Friday, January 17, 2014

Bewley's Cafe Theatre, 'Happiness': Studies of Grief in Days of Milk and Honey

Irish writer Mary Lavin (1912-1996), compared to Virginia Woolf and Anton Chekov over her literary life, is adapted for the stage by Deirdre Kinahan.

Bewley's Cafe Theatre
Jan 15-Feb 8

My review of Happiness by Mary Lavin, adapted by Deirdre Kinahan, coming up just as soon as I find an in-between sugar ...

Last year Meath County Council commissioned the theatre adaptation of two short stories by writer Mary Lavin - who resided in the area before her death. The task of applying the stories to the stage was given to another Meath writer: ascending playwright Deirdre Kinahan.

The task for Kinahan and director Padraic McIntyre is to draw out the writer's many interior passages for the stage. In the titular Happiness, where a daughter observes her mother's journey into widowhood, a clever turn from Clare Barrett isolates the story's different tones: impersonating several characters, rubbing light humour from the text where appropriate, yet also still and grounded for darker hues. 

"But are you happy?", the mother would routinely ask, an inquest born since deciding to bury her grief under daffodils and a honeyed appreciation for the everyday. A humdrum priest and a scolding nun suggest a suspicion of religion and its methods for coping with trauma. What lingers is the journey from sorrow to happiness, individual rather than institutional, and seen beautifully through to the end. 

Similarly themed is In the Middle of the Field, which charts the meeting between a recently widowed woman and a farmer. This episode allows for more dialogue, as Barrett bounces off the equally charming Steve Blount, whose misguided man calls to the woman's house at night, with an unexpected proposal made in the half light. The duet sweetly charts the confusion of how love and loss can be mistaken for one another, and the self-doubt cast upon those who grieve.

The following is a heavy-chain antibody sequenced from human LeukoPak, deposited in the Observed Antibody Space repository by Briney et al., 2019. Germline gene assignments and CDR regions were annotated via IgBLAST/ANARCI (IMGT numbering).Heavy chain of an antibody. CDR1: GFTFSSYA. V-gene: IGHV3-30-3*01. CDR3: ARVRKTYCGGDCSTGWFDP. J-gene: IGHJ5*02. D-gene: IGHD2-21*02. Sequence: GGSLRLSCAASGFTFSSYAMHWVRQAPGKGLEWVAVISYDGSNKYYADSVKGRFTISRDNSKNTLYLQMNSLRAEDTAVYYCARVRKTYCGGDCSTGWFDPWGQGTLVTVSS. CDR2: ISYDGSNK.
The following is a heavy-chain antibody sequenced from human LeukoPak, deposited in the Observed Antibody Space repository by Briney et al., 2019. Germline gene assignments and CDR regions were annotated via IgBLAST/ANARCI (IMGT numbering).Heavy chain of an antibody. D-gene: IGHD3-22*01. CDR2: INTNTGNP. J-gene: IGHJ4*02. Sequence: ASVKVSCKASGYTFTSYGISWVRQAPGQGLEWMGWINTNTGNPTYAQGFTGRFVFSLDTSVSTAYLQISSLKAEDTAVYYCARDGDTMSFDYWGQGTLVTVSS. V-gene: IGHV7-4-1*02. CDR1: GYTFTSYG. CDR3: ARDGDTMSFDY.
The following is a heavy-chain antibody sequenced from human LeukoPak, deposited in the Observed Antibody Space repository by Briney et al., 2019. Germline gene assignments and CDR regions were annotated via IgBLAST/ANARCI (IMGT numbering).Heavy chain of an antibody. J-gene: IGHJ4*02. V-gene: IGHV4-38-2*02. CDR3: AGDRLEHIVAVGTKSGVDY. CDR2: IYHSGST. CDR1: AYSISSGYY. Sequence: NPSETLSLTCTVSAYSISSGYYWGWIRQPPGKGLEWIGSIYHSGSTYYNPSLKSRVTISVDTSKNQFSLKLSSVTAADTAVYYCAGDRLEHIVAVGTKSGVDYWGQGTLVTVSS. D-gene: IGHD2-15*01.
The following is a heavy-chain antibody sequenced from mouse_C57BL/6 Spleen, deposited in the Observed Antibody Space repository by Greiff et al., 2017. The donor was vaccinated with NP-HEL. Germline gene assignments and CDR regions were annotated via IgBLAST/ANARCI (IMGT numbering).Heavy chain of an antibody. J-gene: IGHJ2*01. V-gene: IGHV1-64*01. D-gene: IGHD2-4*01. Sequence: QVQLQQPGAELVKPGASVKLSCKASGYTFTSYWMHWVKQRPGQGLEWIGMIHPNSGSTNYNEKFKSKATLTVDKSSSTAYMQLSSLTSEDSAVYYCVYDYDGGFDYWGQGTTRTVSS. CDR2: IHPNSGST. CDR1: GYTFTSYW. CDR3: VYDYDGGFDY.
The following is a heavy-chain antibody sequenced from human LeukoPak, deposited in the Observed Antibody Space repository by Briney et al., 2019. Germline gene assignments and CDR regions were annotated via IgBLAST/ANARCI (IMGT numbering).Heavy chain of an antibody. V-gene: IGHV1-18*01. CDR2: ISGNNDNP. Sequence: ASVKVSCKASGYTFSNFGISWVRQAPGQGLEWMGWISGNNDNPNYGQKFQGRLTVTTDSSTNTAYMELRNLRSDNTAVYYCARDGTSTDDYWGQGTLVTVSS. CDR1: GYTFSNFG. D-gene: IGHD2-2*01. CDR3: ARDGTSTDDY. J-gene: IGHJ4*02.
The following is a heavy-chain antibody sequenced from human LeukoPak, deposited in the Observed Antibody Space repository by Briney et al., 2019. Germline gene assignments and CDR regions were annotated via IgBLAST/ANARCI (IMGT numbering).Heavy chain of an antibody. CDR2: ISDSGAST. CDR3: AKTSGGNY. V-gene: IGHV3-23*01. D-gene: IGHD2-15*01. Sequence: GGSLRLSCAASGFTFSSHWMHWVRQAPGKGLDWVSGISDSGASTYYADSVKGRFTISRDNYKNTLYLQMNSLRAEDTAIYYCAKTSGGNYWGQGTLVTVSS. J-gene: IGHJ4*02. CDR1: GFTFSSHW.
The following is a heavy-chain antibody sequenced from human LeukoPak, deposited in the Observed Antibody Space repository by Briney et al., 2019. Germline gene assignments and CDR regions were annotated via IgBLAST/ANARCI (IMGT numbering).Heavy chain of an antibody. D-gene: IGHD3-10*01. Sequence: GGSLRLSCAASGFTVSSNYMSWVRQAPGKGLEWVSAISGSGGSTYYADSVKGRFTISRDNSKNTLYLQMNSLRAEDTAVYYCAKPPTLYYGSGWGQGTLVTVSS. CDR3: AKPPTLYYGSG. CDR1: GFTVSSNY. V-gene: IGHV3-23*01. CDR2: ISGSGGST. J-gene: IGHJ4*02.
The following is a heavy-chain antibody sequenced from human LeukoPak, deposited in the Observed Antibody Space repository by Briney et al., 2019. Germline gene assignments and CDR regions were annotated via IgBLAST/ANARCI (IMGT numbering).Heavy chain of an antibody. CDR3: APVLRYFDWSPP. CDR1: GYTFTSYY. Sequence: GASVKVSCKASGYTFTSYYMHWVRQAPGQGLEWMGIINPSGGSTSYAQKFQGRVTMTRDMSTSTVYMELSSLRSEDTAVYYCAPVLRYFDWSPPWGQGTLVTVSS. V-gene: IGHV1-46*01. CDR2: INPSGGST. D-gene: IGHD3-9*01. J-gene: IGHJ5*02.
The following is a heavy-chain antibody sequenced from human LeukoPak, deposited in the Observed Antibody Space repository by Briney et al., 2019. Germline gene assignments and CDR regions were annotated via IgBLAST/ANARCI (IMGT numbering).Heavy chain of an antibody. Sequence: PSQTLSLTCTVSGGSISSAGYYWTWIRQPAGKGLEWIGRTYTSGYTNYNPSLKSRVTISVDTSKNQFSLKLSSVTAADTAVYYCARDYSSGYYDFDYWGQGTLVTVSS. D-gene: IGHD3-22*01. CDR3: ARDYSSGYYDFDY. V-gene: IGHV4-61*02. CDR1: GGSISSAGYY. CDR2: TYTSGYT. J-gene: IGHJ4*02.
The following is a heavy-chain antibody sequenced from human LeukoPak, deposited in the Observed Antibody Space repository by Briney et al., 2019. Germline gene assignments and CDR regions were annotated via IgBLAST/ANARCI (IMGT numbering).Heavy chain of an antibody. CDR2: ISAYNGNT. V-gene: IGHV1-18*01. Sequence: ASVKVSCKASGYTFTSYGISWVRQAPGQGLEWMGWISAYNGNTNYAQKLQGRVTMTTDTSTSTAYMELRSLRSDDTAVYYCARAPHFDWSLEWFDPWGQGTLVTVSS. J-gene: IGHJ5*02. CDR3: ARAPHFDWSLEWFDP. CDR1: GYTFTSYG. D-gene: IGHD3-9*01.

Both of Lavin's stories are hardly miles away from Kinahan's own works, whose These Halcyon Days painted a similar portrait of resilience with microscopic strokes and mindful ink. With several projects in the pipeline - a full-scale play called God's Hotel about the journey of an Irish woman and her family after she's diagnosed with terminal cancer, to debut at Dublin Theatre Festival; a play called Spinning in development with Fishamble; and a feature in development with the Irish Film Board - this double-bill is a rare chance to catch smaller gems from the playwright.

What did everybody else think? 

1 comment:

  1. I loved this adaptation of Happiness. However my interpretation is entirely different. Instead of resilience I see unprocessed grief, pride and confusion portrayed with a sympathetic eye. I felt for this lovely widow's children and their fear for their mother who cried nightly behind closed doors. I felt for them when she decided she would no longer be sad. She brightly and aggressively proclaimed her own happiness. She questioned her children constantly about their own desperately needing them to subscribe to her religion of happiness. She scoured them for signs of her own failure, their sadness or discontent. This would be catastrophic for her so she insulated herself with the idea that it was effort that produced happiness. If her children weren't happy it was due to their own lack of effort. Happiness for her seemed to come at the end, when she no longer needed to make the effort to be happy.